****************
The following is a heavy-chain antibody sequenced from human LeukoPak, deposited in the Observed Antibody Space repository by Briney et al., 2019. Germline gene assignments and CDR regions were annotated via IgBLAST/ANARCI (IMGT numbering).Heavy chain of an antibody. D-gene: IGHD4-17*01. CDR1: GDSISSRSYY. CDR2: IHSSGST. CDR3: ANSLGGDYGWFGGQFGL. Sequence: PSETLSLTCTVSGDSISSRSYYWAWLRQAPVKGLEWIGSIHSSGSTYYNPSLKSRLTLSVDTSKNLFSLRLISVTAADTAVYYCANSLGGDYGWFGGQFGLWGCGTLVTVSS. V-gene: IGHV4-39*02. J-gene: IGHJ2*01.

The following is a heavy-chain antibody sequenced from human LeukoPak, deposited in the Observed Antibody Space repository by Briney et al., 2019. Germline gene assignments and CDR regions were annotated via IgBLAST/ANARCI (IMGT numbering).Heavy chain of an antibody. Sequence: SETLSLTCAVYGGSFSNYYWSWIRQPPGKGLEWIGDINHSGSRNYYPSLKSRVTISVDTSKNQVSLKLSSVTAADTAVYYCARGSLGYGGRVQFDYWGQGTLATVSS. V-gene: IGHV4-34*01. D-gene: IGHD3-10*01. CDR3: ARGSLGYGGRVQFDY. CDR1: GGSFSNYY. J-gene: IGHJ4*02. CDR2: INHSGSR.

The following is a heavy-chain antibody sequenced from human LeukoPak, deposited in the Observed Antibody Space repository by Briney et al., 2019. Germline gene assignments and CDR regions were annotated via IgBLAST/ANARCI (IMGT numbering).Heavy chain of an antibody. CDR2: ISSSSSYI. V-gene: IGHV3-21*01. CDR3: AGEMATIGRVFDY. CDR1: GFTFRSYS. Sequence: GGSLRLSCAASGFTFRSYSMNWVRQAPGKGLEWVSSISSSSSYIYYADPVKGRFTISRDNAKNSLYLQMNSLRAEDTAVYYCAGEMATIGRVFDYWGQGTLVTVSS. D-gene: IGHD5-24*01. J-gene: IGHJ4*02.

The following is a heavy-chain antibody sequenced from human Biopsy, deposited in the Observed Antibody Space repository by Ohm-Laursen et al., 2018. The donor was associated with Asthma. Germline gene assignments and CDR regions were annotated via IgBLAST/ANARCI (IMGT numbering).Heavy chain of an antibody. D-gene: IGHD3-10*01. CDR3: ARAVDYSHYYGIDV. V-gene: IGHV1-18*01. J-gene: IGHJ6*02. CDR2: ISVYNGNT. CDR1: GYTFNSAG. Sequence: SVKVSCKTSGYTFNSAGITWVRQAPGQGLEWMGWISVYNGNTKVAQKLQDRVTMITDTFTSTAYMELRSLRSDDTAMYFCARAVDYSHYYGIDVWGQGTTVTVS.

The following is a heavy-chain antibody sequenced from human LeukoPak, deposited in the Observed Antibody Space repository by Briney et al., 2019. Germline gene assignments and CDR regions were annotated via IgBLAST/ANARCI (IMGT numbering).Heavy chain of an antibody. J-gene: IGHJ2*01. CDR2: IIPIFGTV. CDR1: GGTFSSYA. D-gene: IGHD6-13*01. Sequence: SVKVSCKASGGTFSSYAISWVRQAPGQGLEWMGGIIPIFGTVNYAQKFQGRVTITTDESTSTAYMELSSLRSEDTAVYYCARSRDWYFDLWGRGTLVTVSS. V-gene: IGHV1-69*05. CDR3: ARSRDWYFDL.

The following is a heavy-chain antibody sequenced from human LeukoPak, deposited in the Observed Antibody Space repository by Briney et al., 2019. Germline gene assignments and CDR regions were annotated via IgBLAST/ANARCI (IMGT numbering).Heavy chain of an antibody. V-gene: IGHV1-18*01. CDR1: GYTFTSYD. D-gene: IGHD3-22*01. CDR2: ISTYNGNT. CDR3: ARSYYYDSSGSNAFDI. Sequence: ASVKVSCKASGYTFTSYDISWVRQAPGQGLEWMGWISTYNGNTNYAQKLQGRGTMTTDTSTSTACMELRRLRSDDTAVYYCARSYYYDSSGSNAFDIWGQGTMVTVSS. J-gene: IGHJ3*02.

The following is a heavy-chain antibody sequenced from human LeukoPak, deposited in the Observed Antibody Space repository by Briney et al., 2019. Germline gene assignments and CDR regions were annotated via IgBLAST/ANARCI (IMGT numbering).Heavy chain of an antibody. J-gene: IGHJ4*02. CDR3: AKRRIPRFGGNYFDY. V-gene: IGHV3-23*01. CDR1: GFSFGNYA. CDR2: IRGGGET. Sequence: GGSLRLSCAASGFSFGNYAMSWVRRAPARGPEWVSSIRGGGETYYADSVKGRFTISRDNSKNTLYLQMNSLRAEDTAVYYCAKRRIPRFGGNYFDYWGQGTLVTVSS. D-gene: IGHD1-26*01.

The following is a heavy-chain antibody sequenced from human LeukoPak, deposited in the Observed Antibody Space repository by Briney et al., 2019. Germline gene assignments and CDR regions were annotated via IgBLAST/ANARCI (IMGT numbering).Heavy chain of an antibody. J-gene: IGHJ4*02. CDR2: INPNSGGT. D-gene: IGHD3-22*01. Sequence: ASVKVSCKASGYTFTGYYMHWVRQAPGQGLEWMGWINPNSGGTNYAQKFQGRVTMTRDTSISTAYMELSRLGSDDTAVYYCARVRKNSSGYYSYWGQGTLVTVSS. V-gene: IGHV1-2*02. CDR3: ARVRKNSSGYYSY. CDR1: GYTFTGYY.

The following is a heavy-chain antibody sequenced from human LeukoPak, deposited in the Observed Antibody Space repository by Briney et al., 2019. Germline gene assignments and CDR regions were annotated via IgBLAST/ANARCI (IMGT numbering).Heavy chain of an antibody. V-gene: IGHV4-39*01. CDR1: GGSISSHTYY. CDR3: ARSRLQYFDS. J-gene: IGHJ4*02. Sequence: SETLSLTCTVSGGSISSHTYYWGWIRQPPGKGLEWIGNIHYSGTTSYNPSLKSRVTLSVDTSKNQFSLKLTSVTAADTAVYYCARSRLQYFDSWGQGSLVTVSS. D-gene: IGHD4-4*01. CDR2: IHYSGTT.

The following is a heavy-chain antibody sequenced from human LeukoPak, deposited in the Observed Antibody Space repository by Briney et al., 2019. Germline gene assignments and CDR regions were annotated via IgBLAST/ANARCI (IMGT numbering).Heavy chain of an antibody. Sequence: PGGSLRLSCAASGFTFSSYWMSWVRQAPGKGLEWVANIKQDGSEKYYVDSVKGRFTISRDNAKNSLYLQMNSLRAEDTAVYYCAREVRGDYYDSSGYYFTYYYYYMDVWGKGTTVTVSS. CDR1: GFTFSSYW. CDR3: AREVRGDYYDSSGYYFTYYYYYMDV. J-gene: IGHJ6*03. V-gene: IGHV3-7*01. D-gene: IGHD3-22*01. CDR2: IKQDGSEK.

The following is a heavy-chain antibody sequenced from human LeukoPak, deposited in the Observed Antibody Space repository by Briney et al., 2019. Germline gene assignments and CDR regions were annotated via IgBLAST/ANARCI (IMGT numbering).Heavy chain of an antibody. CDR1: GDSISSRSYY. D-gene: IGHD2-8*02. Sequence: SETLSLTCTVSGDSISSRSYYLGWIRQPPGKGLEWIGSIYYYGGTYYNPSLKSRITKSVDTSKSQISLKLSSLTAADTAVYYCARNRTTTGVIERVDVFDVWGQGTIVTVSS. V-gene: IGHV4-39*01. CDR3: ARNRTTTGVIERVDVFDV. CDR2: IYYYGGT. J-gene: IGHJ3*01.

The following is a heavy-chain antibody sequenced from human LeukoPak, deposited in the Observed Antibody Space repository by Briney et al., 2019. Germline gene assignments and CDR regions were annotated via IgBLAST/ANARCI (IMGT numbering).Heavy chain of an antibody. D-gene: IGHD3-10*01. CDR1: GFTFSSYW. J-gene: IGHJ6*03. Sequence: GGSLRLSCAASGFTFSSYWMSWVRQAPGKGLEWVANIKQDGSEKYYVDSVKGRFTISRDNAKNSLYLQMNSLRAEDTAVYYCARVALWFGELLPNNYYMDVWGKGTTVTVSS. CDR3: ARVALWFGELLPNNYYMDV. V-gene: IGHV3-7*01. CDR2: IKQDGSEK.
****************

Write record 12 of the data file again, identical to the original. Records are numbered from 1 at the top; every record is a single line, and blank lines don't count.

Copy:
The following is a heavy-chain antibody sequenced from human LeukoPak, deposited in the Observed Antibody Space repository by Briney et al., 2019. Germline gene assignments and CDR regions were annotated via IgBLAST/ANARCI (IMGT numbering).Heavy chain of an antibody. D-gene: IGHD3-10*01. CDR1: GFTFSSYW. J-gene: IGHJ6*03. Sequence: GGSLRLSCAASGFTFSSYWMSWVRQAPGKGLEWVANIKQDGSEKYYVDSVKGRFTISRDNAKNSLYLQMNSLRAEDTAVYYCARVALWFGELLPNNYYMDVWGKGTTVTVSS. CDR3: ARVALWFGELLPNNYYMDV. V-gene: IGHV3-7*01. CDR2: IKQDGSEK.